What can I say? I'm delighted. And humbled. And blushing.
I first saw Kat's blog after seeing comments on mutually visited blogs and, after snooping through some older posts, saw this one about her dad. Commonalities stood out to me - she was about my age (a little younger according to her profile), her dad is a year younger than mine, and she is also dealing with some very painful, harsh medical issues with him.
For some reason, I feel a bond with people who also have older parents: I had times as a kid where I would've given anything to have parents who were more with it. You know in kindergarten, when you boast "my dad can beat up your dad"? Yeah. I was more like "my brother can beat up your dad". (Although in his day, my dad probably could've kicked serious ass. He was a logger, which is one of the most dangerous jobs - if you didn't already know that.) I was defensive to people who assumed that my parents were actually my grandparents. So when I find someone else who shares that, I naturally gravitate. Reading Kat's beautiful, heartfelt posts about her father (who has Alzheimer's) helped me see that I am not alone in dealing with the pain of illness. My dad was recently diagnosed with esophageal cancer, which is not one of the prettier cancers to have, especially when you have 3 stents placed in your heart two weeks before the big C diagnosis. After that, it was all I could do to get dressed and go to work. I didn't know how to deal with it. I mean, my dad is Old Faithful. You could set your watch to his schedule. He was, I thought, invincible.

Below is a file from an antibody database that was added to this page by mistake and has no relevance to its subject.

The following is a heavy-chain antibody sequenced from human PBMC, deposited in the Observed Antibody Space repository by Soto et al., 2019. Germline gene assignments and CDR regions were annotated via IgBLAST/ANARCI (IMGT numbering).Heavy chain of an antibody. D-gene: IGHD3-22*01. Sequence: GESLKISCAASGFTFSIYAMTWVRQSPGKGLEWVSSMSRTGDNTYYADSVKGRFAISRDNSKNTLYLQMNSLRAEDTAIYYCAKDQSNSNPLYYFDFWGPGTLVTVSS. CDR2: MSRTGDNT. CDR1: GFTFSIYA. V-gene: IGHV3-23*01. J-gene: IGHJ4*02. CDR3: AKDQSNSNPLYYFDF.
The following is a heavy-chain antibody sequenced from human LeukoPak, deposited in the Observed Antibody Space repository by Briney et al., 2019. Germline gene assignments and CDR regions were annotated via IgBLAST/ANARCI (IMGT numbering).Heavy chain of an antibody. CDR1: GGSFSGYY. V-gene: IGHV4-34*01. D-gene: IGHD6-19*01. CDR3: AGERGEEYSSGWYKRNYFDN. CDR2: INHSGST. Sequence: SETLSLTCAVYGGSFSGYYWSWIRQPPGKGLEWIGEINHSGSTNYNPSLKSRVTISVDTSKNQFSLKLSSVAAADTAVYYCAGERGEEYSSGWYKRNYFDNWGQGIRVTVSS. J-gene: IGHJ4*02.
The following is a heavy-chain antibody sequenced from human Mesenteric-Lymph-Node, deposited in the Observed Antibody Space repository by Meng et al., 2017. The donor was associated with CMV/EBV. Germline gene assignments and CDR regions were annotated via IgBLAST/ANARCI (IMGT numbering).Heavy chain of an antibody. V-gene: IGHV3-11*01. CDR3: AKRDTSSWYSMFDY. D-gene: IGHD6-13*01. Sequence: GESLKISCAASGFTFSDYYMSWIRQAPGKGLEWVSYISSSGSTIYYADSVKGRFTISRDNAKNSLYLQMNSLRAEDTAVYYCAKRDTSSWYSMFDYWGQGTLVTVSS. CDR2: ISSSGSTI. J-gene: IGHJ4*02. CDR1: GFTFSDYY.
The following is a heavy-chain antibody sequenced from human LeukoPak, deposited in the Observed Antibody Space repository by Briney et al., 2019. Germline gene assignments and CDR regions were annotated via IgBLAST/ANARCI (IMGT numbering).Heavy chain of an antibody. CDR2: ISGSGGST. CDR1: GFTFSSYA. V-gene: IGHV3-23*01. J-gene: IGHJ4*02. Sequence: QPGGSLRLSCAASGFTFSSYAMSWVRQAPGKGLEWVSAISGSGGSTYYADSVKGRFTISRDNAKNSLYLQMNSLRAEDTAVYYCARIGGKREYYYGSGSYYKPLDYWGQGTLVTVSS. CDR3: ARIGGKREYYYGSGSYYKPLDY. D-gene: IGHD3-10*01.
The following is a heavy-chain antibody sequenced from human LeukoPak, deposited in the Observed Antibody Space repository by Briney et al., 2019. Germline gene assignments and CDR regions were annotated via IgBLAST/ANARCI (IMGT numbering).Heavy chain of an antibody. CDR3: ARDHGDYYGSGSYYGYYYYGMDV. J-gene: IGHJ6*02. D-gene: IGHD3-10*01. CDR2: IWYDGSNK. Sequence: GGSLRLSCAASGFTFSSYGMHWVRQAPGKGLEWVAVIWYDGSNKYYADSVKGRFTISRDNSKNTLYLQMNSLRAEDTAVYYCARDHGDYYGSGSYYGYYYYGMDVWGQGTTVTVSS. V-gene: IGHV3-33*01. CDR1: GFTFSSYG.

I learned the hard way that he is not. I can say that he is doing pretty well right now. His heart is stronger, so his energy level is better...and he tolerates the chemo very well for a crusty 77 (oops, 78 now) year old man. My opinion is that the crust helps keep him safe ;).
So Kat, thanks a million...in more ways than one. I don't think I've ever let on to her in comments why I initially started